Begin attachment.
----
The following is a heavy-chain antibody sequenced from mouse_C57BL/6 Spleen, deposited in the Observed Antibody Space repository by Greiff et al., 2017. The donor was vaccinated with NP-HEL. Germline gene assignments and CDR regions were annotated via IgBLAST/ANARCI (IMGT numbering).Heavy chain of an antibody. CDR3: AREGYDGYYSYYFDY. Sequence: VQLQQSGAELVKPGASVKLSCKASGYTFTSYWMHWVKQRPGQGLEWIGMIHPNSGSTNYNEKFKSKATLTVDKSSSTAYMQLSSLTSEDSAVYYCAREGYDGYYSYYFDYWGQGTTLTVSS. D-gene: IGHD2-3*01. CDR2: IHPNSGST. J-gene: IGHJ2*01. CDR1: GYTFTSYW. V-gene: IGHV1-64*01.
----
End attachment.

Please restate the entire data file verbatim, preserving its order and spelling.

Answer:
The following is a heavy-chain antibody sequenced from mouse_C57BL/6 Spleen, deposited in the Observed Antibody Space repository by Greiff et al., 2017. The donor was vaccinated with NP-HEL. Germline gene assignments and CDR regions were annotated via IgBLAST/ANARCI (IMGT numbering).Heavy chain of an antibody. CDR3: AREGYDGYYSYYFDY. Sequence: VQLQQSGAELVKPGASVKLSCKASGYTFTSYWMHWVKQRPGQGLEWIGMIHPNSGSTNYNEKFKSKATLTVDKSSSTAYMQLSSLTSEDSAVYYCAREGYDGYYSYYFDYWGQGTTLTVSS. D-gene: IGHD2-3*01. CDR2: IHPNSGST. J-gene: IGHJ2*01. CDR1: GYTFTSYW. V-gene: IGHV1-64*01.